How should an officer react when he or she observes a colleague commit an act of excessive force in his or her presence? It is a basic principle of supervisory responsibility that supervisors must intervene into subordinate officers conduct, but what about officers of equal rank? Two recent cases make clear that officers who have an opportunity to intervene in an excessive use of force must do so, or risk personal liability for a civil rights violation based upon their failure to intervene.
Samuels v. Cunniingham et al.,*2 involved an apprehension by four detectives of the Wilmington DE. Police Department. The four detectives had approached Samuels who was leaning into the window of an automobile; as they did so, both the auto and Samuels fled. Samuels was apprehended by the four detectives and handcuffed. After he was handcuffed, a fifth detective, Detective Hall ran up and allegedly punched Samuels in the ribs. Samuels was transported to the hospital and treated for a fractured rib.
Samuels filed suit against the detective who allegedly punched him as well as the other detectives who were present when he was punched. His allegation against the four detectives who were merely present was based upon their failure to intervene in the conduct of their colleague. The detectives and the City of Wilmington sought a dismissal of the suit.
In reviewing the case the court noted the sequence of events and concluded that the four detectives had no reasonable opportunity to intervene in the punch since it was a single punch and there simply was no way for the four detectives who had apprehended Samuels to anticipate that Detective Hall would punch the handcuffed suspect. The court also dismissed claims against the City of Wilmington. The claims against Detective Hall, who allegedly threw the punch were allowed to proceed to trial.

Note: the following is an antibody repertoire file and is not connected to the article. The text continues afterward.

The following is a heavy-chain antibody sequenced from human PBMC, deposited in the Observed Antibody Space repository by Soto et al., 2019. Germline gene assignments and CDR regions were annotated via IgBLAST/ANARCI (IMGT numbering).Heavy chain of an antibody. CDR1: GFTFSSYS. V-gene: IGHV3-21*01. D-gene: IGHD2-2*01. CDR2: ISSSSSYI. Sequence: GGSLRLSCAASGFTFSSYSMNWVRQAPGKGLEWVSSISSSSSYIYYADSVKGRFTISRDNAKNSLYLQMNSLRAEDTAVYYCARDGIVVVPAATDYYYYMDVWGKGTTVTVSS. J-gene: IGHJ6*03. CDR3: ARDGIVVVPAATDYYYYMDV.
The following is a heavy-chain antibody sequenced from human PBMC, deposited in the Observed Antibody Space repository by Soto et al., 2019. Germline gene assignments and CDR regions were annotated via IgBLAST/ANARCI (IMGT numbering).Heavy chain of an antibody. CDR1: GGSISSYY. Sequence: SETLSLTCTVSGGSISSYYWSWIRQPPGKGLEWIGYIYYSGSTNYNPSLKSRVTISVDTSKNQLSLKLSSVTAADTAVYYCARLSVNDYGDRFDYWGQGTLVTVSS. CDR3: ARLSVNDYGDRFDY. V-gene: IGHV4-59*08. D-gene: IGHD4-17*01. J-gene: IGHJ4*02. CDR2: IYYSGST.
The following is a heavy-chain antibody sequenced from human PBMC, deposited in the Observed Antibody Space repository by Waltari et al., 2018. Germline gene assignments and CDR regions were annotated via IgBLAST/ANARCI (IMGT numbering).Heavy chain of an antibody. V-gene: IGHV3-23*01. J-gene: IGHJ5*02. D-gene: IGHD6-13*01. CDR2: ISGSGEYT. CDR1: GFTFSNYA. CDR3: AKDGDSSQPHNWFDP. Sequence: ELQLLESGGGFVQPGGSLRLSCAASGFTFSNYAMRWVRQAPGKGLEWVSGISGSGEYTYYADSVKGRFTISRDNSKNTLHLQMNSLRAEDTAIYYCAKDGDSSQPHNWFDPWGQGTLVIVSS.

The second case, decided September 30th 2003, found that the law with respect to officers who have an opportunity to intercede in excessive force is clearly established and may create liability for officers who fail to do so.*3
Jones was a passenger in a vehicle that was stopped following a phony car-jacking call to the police. Officer Nichols and Rodriguez of the Hartford CT. Police Department approached the driver, Easterling, while Officer Murtha approached Jones.
After Jones was taken from the car, he protested that he had done nothing wrong. Officer Murtha then allegedly threw Jones to the ground and kicked him several times, including kicks to the face that caused a bloody lip. Murtha then picked Jones up from the ground, kneed him in the groin several times and then ripped his pants off him. It should be noted that the officers acknowledged Jones’ bloody lip and ripped-off pants.
The court found that Officer Nichols and Rodriguez had no opportunity to intervene in the kicks, but had opportunity to intervene in the other acts allegedly committed by Murtha.
In refusing to dismiss claims against Rodriguez and Nichols the court asserted: “ Police officers have an affirmative duty to intercede on behalf of a citizen whose constitutional rights are being violated in their presence by other officers.” Officers who fail to intervene may be liable for the harm caused by their colleagues.
Note: Many agencies have developed policies requiring officers to report observed excessive force by others and require immediate investigations of all uses of force.
Hypothetical: (Sergeant should use names of officers at the roll-call to emphasize the reality of such hypothetical situations):
Officer Boehm, let’s suppose we have a high-speed pursuit this evening. The pursuit travels some distance and the suspect makes several aggressive actions toward police cruisers. Let’s further suppose that the suspect finally bails out of his vehicle proceeds to flee on foot. Officer Malloy (the primary officer in the chase) catches the suspect and begins to assault the suspect who at this point has given up and is submissive.
What are your obligations to our department?
What are your obligations to the suspect?
What are your obligations to your brother and sister officers?
Do you expose yourself to personal liability if you fail to intervene in this excessive use of force?